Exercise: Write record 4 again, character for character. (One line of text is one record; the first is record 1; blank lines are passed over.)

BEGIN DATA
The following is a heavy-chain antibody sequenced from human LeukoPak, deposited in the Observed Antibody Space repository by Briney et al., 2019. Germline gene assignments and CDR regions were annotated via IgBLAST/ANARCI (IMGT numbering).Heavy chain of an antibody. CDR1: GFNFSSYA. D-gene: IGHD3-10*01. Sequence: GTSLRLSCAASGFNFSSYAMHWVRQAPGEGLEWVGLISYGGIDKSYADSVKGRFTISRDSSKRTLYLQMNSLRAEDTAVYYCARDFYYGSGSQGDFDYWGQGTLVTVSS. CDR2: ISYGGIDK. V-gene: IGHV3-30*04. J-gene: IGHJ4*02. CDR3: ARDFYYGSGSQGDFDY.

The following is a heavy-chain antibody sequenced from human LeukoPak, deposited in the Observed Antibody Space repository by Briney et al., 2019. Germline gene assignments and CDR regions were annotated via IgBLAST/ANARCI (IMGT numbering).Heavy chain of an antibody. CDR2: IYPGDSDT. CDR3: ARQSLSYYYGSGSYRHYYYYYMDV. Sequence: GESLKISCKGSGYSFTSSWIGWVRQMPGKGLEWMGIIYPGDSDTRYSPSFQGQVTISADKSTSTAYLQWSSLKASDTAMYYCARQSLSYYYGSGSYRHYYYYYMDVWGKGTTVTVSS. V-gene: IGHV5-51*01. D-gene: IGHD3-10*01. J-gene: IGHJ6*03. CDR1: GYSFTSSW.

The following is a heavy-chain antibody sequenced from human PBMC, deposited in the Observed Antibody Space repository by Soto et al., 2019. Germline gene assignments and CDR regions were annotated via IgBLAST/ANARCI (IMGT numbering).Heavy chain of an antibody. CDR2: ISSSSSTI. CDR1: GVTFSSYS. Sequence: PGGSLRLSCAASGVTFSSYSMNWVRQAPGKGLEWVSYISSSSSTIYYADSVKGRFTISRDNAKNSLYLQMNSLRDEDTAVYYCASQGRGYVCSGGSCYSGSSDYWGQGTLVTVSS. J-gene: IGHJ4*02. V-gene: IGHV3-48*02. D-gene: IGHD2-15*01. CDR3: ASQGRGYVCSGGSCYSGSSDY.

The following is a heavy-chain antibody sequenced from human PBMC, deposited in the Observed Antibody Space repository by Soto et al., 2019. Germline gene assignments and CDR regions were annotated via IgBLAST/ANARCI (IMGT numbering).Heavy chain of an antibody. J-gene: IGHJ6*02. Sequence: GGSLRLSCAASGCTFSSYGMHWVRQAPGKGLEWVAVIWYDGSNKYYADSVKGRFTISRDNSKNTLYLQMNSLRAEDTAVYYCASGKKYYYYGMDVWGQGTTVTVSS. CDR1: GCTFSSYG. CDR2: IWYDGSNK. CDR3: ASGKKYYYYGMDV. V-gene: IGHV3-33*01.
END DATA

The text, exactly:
The following is a heavy-chain antibody sequenced from human PBMC, deposited in the Observed Antibody Space repository by Soto et al., 2019. Germline gene assignments and CDR regions were annotated via IgBLAST/ANARCI (IMGT numbering).Heavy chain of an antibody. J-gene: IGHJ6*02. Sequence: GGSLRLSCAASGCTFSSYGMHWVRQAPGKGLEWVAVIWYDGSNKYYADSVKGRFTISRDNSKNTLYLQMNSLRAEDTAVYYCASGKKYYYYGMDVWGQGTTVTVSS. CDR1: GCTFSSYG. CDR2: IWYDGSNK. CDR3: ASGKKYYYYGMDV. V-gene: IGHV3-33*01.